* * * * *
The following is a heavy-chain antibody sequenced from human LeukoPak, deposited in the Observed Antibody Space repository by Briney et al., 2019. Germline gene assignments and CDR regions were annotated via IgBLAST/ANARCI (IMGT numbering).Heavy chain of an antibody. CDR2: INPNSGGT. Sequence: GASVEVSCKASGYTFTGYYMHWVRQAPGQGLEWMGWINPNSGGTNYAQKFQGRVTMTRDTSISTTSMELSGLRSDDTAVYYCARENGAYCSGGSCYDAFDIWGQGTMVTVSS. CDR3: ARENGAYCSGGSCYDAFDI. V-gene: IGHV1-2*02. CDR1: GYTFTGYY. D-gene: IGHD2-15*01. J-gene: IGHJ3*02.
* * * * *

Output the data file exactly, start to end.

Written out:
The following is a heavy-chain antibody sequenced from human LeukoPak, deposited in the Observed Antibody Space repository by Briney et al., 2019. Germline gene assignments and CDR regions were annotated via IgBLAST/ANARCI (IMGT numbering).Heavy chain of an antibody. CDR2: INPNSGGT. Sequence: GASVEVSCKASGYTFTGYYMHWVRQAPGQGLEWMGWINPNSGGTNYAQKFQGRVTMTRDTSISTTSMELSGLRSDDTAVYYCARENGAYCSGGSCYDAFDIWGQGTMVTVSS. CDR3: ARENGAYCSGGSCYDAFDI. V-gene: IGHV1-2*02. CDR1: GYTFTGYY. D-gene: IGHD2-15*01. J-gene: IGHJ3*02.